Posts from ‘Guest Post’


This is a guest post by Charlie Fitzgerald, a second-year MBA candidate at   the Crummer School of Business at Rollins College. He’s passionate about Technology, Entrepreneurship and Finance, and you can follow him on Twitter here.


To stimulate sales and build customer loyalty, it’s important that a company clearly communicates to consumers why their product is useful, and why the company is motivated to produce it.

There are two primary areas in the human brain involved in decision making; the neocortex which is responsible for rational, analytical thought, and the limbic brain which is responsible for judging feelings.  When a consumer’s looking to buy, these two portions of the brain process information and collaborate to set a subjective demand for the product.  Both processors are significant in decision making, but it’s the limbic brain that ultimately pulls the trigger.

In 1999, Mike Ramsay, and Jim Barton, ineptly raced their new product, TiVo, to the market.  TiVo was innovative, and the technology has significantly improved television viewing ever since.  Although, in the company’s feckless hustle to deliver its product to the market TiVo executive’s overlooked one very important move.  They didn’t effectively communicate to consumers why they needed a TiVo.

One year after going public, TiVo missed projected unit sales set by one market researcher by a staggering 93%.  The few consumers who did purchase a TiVo unit in 1999 were swayed to buy initially because of rational appeal; while this is only part of the purchasing thought process.  Early commercials explained what TiVo could accomplish, and how it worked, but failed to induce a visceral response in consumers.  Instead of making it clear why they needed a TiVo, marketers of the company left it up to the consumer.

This communication failure by TiVo’s leadership adversely affected initial product sales and thwarted future customer loyalty.  TiVo’s developers made out with a coined phrase, but the company’s marketing strategy left shareholders with nothing to show for.

In retrospect, TiVo’s leadership should have concentrated on three fundamental questions prior to launch. Who are we, and why? Who are our target consumers? How do we engage our target consumers to feel our purpose? Consideration of these questions would have allowed TiVo’s leadership to understand, and consequentially better communicate purpose to consumers.

To inspire consumer loyalty, business leaders must focus on appealing to consumer’s limbic brain by clearly illustrating why the product is beneficial, and clarifying why the company exists to produce it. A convinced limbic brain is the tipping point of a purchase, and the primary driver of consumer trust and loyalty.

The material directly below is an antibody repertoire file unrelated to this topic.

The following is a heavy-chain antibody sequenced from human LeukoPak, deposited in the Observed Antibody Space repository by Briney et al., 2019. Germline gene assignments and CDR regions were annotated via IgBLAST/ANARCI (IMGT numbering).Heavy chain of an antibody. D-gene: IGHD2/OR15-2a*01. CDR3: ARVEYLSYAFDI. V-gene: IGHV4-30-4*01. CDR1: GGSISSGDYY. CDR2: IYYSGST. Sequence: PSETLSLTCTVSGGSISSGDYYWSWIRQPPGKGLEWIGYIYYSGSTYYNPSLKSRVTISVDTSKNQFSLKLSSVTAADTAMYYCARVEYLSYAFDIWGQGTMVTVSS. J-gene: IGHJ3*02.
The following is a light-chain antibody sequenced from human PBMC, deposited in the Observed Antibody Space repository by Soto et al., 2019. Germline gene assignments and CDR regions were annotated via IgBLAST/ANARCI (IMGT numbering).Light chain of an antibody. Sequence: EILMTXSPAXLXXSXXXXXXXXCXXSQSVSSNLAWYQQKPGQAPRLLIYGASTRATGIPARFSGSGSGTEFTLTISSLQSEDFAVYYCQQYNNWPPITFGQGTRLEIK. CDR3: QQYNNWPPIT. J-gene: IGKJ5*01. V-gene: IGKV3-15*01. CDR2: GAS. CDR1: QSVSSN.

This is the first of many ReCorporate guest posts. Cory Mikell is an entrepreneur and business student at the University of Florida. You can find him on Twitter at @CoryMikell, or shoot him an email here.


Over the past several weeks, a television commercial has been promoting a TV with no edges. At first, I didn’t give it much thought, but then I became interested in the idea behind this “innovation”.

Samsung is scheduled to roll out a new TV model multiple times a year. The time came and they were to release a new and improved product to consumers. While a TV with no edges seems like an interesting idea, are the two inch borders on most sets really that distracting? Every television I have watched has had borders along the side. Have I been deprived of the joy that comes from an edgeless television set for the past twenty plus years? Or are industries today so infatuated with the idea of innovating that it is often done simply for the sake of “innovation”?

For the most part, the word innovation within an organization is viewed very positively. Firms like Apple, Google, and Facebook are said to be revolutionary and innovative. The executives at these industry giants pride themselves on being some of the most innovative people of this era. I can guarantee Steve Jobs would never release a mediocre product simply to meet a schedule. The delayed launch of the iPhone 5 is a perfect example of this philosophy. Apple is clearly in a position to produce a slightly upgraded iPhone, but an innovator like Jobs could not stand the thought of half-hearted innovation. The iPhone 5 will launch several months “late”, but will no doubt continue to revolutionize the way mobile devices operate.

Most firms love the thought of innovation, but can’t depart from their structured, bureaucratic ways. The biggest waste of human capital is having employees that are incapable of using their creativity to change a company or even the world. To be a true innovator, we must be willing to adjust with the market in an effort to provide the consumer with a product they don’t even know they need yet.

So maybe we are just heading towards more edgeless televisions and pointless innovation, but I would like to believe true innovators are still creating value and changing corporate cultures across the globe. It’s time to stop settling for worthless innovation to meet a quota — let’s innovate to change the world.